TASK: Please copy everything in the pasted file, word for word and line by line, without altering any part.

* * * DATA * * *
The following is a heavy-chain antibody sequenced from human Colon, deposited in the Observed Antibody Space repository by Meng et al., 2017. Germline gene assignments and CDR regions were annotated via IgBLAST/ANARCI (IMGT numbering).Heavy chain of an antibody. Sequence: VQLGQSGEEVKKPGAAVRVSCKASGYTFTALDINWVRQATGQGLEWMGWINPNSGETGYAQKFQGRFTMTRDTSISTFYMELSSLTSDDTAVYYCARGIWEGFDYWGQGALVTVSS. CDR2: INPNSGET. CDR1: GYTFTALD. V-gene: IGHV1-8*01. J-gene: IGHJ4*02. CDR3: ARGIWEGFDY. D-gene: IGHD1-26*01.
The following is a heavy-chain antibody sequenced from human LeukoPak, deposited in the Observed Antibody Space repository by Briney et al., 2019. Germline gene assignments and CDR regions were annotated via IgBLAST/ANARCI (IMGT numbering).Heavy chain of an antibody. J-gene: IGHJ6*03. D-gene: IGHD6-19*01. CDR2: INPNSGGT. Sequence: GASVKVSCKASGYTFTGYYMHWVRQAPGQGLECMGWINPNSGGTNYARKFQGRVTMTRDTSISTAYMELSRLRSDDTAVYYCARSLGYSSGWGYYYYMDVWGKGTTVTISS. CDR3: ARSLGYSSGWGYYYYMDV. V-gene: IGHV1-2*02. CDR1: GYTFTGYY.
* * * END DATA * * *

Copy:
The following is a heavy-chain antibody sequenced from human Colon, deposited in the Observed Antibody Space repository by Meng et al., 2017. Germline gene assignments and CDR regions were annotated via IgBLAST/ANARCI (IMGT numbering).Heavy chain of an antibody. Sequence: VQLGQSGEEVKKPGAAVRVSCKASGYTFTALDINWVRQATGQGLEWMGWINPNSGETGYAQKFQGRFTMTRDTSISTFYMELSSLTSDDTAVYYCARGIWEGFDYWGQGALVTVSS. CDR2: INPNSGET. CDR1: GYTFTALD. V-gene: IGHV1-8*01. J-gene: IGHJ4*02. CDR3: ARGIWEGFDY. D-gene: IGHD1-26*01.
The following is a heavy-chain antibody sequenced from human LeukoPak, deposited in the Observed Antibody Space repository by Briney et al., 2019. Germline gene assignments and CDR regions were annotated via IgBLAST/ANARCI (IMGT numbering).Heavy chain of an antibody. J-gene: IGHJ6*03. D-gene: IGHD6-19*01. CDR2: INPNSGGT. Sequence: GASVKVSCKASGYTFTGYYMHWVRQAPGQGLECMGWINPNSGGTNYARKFQGRVTMTRDTSISTAYMELSRLRSDDTAVYYCARSLGYSSGWGYYYYMDVWGKGTTVTISS. CDR3: ARSLGYSSGWGYYYYMDV. V-gene: IGHV1-2*02. CDR1: GYTFTGYY.